Editors' Summary Background Pancreatic cancer is the fourth leading cause of cancer-related deaths worldwide. It begins when a cell in the pancreas (an organ lying behind the stomach that produces digestive enzymes and hormones such as insulin that controls blood sugar levels) acquires genetic changes that allow it to grow uncontrollably and, sometimes, to spread around the body (metastasize). Because pancreatic cancer rarely causes any symptoms early in its development, it is locally advanced in more than a third of patients and has already metastasized in another half of patients by the time it is diagnosed. Consequently, on average, people die within 5–8 months of a diagnosis of pancreatic cancer. At present, the only chance for cure is surgical removal (resection) of the tumor, part of the pancreas, and other nearby digestive organs. This procedure—the Whipple procedure—is only possible in the fifth of patients whose tumor is found when it is small enough to be resectable, and even in these patients, the cure rate associated with surgery is less than 25%, although radiotherapy or chemotherapy after surgery (adjuvant therapy) can be beneficial. Why Was This Study Done? For patients whose tumor has metastasized, palliative chemotherapy to slow down tumor growth and to minimize pain is the only treatment option. But, for the many patients whose disease is locally advanced and unresectable at diagnosis, experts think that “neoadjuvant” therapy might be helpful. Neoadjuvant therapy—chemotherapy and/or radiotherapy given before surgery—aims to convert unresectable tumors into resectable tumors by shrinking the visible tumor and removing cancer cells that cannot be seen with the naked eye. Randomized phase III trials—studies in which groups of patients are randomly assigned to different interventions and specific outcomes measured—are the best way to determine whether an intervention has any clinical benefits, but no randomized phase III trials of neoadjuvant therapy for unresectable pancreatic cancer have been undertaken. Therefore, in this systematic review (a study that uses predefined criteria to identify all the research on a given topic) and meta-analysis (a statistical method for combining the results of several studies), the researchers analyze data from other types of studies to investigate whether neoadjuvant therapy for pancreatic cancer provides any clinical benefits. What Did the Researchers Do and Find? In their systematic review, the researchers identified 111 studies involving 4,394 patients in which the effects of neoadjuvant chemotherapy and/or radiotherapy on tumor response, tumor resectability, and patient survival had been investigated. They subdivided the studies into two groups: group 1 studies included patients whose tumors were considered resectable on preoperative examination, and group 2 studies included patients whose tumors were borderline resectable or unresectable. In their meta-analysis, the researchers found that similar percentages of the tumors in both groups responded to neoadjuvant therapy by shrinking or regressing and that about a fifth of the tumors in each group grew larger or metastasized during neoadjuvant therapy. In the group 1 studies, three-quarters of the tumors were resectable after neoadjuvant therapy (a decrease in the proportion of tumors that could be treated surgically) whereas in the group 2 studies, a third of the tumors were resectable after neoadjuvant therapy (an increase in the proportion of tumors that could be treated surgically). After resection, the average survival time for group 1 patients was 23.3 months, a similar survival time to that seen in patients treated with surgery and adjuvant therapy. The average survival time for group 2 patients after resection was 20.5 months. What Do These Findings Mean? The finding that the average survival time after neoadjuvant therapy and surgery in patients whose tumor was judged resectable before neoadjuvant therapy was similar to that of patients treated with chemotherapy and/or radiotherapy after surgery suggests that for patients with resectable tumors, neoadjuvant therapy will not provide any clinical benefit. By contrast, the finding that a third of patients initially judged unresectable were able to undergo resection after neoadjuvant therapy and then had a similar survival rate to patients judged resectable before neoadjuvant treatment strongly suggests that patients presenting with locally advanced/unresectable tumors should be offered neoadjuvant therapy and then re-evaluated for resection. Randomized trials are now needed to confirm this finding and to determine the optimum neoadjuvant therapy for this group of patients. Additional Information Please access these Web sites via the online version of this summary at http://dx.doi.org/10.1371/journal.pmed.1000267. The US National Cancer Institute provides information for patients and health professionals about all aspects of pancreatic cancer (in English and Spanish), including a booklet for patients The American Cancer Society also provides detailed information about pancreatic cancer The UK National Health Service and Cancer Research UK include information for patients on pancreatic cancer on their Web sites MedlinePlus provides links to further resources on pancreatic cancer (in English and Spanish) Pancreatica.org, PancreaticDuct.org, and the Pancreatic Cancer Action Network give more information to pancreatic cancer patients, their families, and caregivers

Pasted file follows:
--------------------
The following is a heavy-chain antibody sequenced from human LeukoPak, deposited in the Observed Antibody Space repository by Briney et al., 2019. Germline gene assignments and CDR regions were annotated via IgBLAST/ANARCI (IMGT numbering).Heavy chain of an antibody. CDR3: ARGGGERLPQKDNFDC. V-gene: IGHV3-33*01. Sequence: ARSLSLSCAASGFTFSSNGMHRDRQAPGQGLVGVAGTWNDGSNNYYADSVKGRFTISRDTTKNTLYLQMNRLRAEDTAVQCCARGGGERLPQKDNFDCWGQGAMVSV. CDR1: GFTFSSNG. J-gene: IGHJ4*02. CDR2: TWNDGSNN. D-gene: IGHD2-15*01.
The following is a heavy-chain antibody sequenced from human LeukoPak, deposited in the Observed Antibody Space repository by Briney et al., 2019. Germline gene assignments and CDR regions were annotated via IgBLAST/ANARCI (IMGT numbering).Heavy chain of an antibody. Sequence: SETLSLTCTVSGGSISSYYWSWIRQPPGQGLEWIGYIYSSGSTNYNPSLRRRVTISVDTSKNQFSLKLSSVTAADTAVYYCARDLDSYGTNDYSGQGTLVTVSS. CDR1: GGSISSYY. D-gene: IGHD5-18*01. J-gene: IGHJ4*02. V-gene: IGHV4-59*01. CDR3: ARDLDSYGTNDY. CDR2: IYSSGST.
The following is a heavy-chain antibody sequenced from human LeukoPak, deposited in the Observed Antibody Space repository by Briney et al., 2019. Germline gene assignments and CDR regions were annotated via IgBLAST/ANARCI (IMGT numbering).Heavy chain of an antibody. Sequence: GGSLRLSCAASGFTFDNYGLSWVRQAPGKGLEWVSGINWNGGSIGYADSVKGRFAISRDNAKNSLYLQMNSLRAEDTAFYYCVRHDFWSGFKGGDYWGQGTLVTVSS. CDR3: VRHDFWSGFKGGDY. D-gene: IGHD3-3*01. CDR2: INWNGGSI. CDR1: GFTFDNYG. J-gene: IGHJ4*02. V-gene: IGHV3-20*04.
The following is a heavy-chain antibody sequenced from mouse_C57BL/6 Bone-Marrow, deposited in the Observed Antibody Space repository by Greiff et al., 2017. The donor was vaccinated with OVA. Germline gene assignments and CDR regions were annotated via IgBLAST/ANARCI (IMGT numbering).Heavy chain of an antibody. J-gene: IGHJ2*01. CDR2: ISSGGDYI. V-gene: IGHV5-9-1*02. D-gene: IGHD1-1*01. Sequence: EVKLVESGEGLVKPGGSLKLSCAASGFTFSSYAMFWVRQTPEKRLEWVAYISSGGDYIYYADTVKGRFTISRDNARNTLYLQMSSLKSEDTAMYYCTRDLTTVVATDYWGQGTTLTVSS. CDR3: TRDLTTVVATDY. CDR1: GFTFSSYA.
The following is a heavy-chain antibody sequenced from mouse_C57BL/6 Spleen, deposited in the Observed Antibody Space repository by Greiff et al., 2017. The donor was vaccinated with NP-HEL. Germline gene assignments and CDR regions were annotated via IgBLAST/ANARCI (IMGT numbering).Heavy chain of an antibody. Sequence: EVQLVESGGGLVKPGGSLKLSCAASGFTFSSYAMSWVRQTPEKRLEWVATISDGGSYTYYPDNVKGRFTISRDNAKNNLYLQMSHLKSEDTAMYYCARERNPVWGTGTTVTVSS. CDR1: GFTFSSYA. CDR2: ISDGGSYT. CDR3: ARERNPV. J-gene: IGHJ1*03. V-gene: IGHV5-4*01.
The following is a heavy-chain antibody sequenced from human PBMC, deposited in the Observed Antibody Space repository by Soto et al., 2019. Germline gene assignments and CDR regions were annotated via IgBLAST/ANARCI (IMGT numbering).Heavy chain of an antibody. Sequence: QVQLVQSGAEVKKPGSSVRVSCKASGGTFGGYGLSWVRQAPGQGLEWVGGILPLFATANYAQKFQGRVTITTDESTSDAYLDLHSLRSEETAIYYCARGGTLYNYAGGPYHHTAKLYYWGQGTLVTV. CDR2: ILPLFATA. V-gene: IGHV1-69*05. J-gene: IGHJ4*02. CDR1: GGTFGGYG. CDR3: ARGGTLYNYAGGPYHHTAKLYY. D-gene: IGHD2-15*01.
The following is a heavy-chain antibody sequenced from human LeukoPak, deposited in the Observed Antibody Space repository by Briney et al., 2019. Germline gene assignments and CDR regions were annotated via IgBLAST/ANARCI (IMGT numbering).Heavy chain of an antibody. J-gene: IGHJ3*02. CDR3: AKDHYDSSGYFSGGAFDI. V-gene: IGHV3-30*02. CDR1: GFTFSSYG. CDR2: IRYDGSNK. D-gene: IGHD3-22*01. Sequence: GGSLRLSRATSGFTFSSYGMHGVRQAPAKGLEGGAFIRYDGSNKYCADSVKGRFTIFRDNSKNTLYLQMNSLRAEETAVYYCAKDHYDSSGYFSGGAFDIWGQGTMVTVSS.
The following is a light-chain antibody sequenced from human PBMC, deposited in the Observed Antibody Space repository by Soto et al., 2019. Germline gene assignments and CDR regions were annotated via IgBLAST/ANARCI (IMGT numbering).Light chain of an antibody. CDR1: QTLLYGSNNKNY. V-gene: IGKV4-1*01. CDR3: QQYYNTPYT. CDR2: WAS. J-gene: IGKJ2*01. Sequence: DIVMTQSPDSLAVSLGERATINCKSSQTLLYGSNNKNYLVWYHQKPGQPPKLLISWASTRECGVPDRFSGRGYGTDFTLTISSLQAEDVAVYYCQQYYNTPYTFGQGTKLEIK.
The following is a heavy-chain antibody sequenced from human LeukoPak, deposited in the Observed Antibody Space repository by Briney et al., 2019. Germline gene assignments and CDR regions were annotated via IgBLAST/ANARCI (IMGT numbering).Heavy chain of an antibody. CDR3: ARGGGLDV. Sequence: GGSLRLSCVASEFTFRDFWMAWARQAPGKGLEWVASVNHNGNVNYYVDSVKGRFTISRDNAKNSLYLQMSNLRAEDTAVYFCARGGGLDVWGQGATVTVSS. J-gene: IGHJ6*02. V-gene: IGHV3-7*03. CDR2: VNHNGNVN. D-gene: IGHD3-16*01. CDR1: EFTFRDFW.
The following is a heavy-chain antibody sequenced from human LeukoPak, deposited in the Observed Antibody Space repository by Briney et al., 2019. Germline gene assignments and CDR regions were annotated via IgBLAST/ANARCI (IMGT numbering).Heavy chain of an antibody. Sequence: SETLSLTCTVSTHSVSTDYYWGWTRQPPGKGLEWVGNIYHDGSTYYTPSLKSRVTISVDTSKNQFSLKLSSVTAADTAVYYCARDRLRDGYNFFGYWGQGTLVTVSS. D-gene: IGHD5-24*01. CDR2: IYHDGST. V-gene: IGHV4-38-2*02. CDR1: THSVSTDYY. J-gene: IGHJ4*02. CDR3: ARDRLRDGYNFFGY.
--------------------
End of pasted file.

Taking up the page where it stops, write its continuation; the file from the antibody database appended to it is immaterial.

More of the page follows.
Share - Bookmark